Washington — JUST because a house is powered by the sun doesn't mean it has to sacrifice style or comfort in the name of conservation.
That's the lesson of the 2005 Solar Decathlon, a competition among 18 teams from universities in the United States, Puerto Rico, Canada and Spain. These students -- primarily from their schools' architecture and engineering programs -- have set up a solar subdivision between the Capitol and the Washington Monument, with homes designed to produce as much or more energy than they use.
Each of the 500- to 800-square-foot buildings is being judged in 10 categories, including power generation for heating, cooling, lights and appliances; production of hot water; architecture and general livability. In the first round of judging, for architecture and dwelling, Cal Poly San Luis Obispo placed second in both categories behind Virginia Polytechnic Institute and State University.
Architectural judge Ken Wilson described the winning houses as modern and machine-like with an emphasis on the functional.
"We liked just how simple and clean both these homes were," Wilson said. "One assumes that the design has to be sacrificed because of the environmental factors, but these two possessed very sophisticated designs."
Judges will select the winner based on the home's energy efficiency and its blend of aesthetics and modern conveniences.
"These show that you don't have to sacrifice modern conveniences for conservation," said Austin Quig-Hartman, a member of the Cal Poly team and a fifth-year engineering student.
"I'm excited because I think that within our lifetimes there is going to be the shift to solar energy when we run out of oil," he said.
U.S. Energy Secretary Samuel W. Bodman, whose department is the main sponsor of the competition, opened the exhibit Oct. 6.
"These homes are helping to bring the promise of solar power to reality," he said. "Every one of them is a marvel of engineering and design, and a model of creativity and innovation."
This is the second Solar Decathlon; the first, in 2002, was won by a team from the University of Colorado, which is participating again this year. The third competition is scheduled for 2007.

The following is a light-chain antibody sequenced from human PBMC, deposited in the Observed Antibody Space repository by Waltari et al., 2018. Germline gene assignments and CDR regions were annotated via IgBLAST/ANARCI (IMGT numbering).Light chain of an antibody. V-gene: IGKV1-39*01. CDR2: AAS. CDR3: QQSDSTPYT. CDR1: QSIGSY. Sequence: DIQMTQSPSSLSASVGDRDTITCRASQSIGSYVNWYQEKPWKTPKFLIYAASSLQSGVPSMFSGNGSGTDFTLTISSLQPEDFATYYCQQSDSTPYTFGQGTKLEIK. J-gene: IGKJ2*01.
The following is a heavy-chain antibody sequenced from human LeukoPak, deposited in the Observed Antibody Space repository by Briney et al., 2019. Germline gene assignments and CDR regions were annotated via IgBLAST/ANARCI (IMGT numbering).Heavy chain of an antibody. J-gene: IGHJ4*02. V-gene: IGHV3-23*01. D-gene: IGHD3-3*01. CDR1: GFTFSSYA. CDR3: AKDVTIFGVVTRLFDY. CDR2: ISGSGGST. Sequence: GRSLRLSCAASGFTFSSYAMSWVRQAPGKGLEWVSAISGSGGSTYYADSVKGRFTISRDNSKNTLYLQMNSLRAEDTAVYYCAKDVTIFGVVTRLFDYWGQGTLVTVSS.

This year's participants submitted proposals and plans to the Energy Department in the spring of 2003. The 18 finalists, which included eight schools from the first competition, were given a $5,000 stipend to begin work on their projects. Since then, they have been concentrating on the design and construction of their homes.
The Cal Poly team, for example, embarked on fundraising and received in-kind donations of thousands of dollars' worth of goods and services -- including the home's steel framework, energy-saving appliances, bamboo flooring (to avoid the destruction of old hardwood forests) and the all-important solar roof panels and photovoltaic cells that provide the power. The school has estimated that completing the house and supporting the team members during the competition could cost as much as half a million dollars.
After the teams fine-tuned their designs on their campuses -- Cal Poly initially built its home on a softball practice field -- they shipped their homes to the capital and began reassembling them Sept. 30.
The houses have been open to the public for a week and are being judged daily. The results are available at www.eere.energy.gov/solar_decathlon. The winner will be announced Friday.
Although the designs are based on a core list of criteria, each home has a distinct style and purpose. The students from Cal Poly used simplicity as their primary component, trying to minimize the use of superfluous mechanical devices. Faculty advisor Rob Pena said the group wanted to create a home with numerous human-operable mechanisms, emphasizing the owner-house interaction.
"People are more satisfied with the conditions of their environment both thermally and lighting-wise when they have control," Pena said. "It's what we like to call 'switch rich' -- having lots of ways ... to switch the building from one way to another."
Described by one of the sponsors as a "health food bar," the University of Colorado's design used all-natural materials in its home, including flax, sunflower seeds, canola, coffee, wheat and coconut. It even used biodiesel -- a vegetable-based fuel -- to power the truck that transported the house to Washington.
The house designed by the students from Universidad Politecnica de Madrid features movable walls that allow the interior to be divided into five spaces or three spaces, or it can be one large space. The design includes a traditional Spanish courtyard.